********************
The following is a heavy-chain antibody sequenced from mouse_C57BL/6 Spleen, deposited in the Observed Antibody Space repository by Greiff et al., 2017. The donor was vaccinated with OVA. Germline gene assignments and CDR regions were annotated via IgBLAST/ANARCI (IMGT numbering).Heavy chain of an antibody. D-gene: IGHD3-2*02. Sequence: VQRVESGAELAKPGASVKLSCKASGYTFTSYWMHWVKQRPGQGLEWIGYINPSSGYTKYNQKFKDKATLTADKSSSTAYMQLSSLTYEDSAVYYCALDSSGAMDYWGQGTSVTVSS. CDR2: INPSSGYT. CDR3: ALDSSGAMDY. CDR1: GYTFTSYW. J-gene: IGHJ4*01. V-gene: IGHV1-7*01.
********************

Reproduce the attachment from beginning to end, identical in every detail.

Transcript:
The following is a heavy-chain antibody sequenced from mouse_C57BL/6 Spleen, deposited in the Observed Antibody Space repository by Greiff et al., 2017. The donor was vaccinated with OVA. Germline gene assignments and CDR regions were annotated via IgBLAST/ANARCI (IMGT numbering).Heavy chain of an antibody. D-gene: IGHD3-2*02. Sequence: VQRVESGAELAKPGASVKLSCKASGYTFTSYWMHWVKQRPGQGLEWIGYINPSSGYTKYNQKFKDKATLTADKSSSTAYMQLSSLTYEDSAVYYCALDSSGAMDYWGQGTSVTVSS. CDR2: INPSSGYT. CDR3: ALDSSGAMDY. CDR1: GYTFTSYW. J-gene: IGHJ4*01. V-gene: IGHV1-7*01.